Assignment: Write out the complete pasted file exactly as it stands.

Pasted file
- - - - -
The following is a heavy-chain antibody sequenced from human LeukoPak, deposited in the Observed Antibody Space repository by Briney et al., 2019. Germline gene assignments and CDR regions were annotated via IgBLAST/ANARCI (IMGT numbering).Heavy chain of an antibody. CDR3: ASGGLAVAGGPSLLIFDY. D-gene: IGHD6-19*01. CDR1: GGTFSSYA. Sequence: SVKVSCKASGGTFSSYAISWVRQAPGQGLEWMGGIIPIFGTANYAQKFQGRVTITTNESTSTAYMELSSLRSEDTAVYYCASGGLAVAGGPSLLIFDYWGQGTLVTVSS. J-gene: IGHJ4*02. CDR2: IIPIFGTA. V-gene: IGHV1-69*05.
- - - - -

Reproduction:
The following is a heavy-chain antibody sequenced from human LeukoPak, deposited in the Observed Antibody Space repository by Briney et al., 2019. Germline gene assignments and CDR regions were annotated via IgBLAST/ANARCI (IMGT numbering).Heavy chain of an antibody. CDR3: ASGGLAVAGGPSLLIFDY. D-gene: IGHD6-19*01. CDR1: GGTFSSYA. Sequence: SVKVSCKASGGTFSSYAISWVRQAPGQGLEWMGGIIPIFGTANYAQKFQGRVTITTNESTSTAYMELSSLRSEDTAVYYCASGGLAVAGGPSLLIFDYWGQGTLVTVSS. J-gene: IGHJ4*02. CDR2: IIPIFGTA. V-gene: IGHV1-69*05.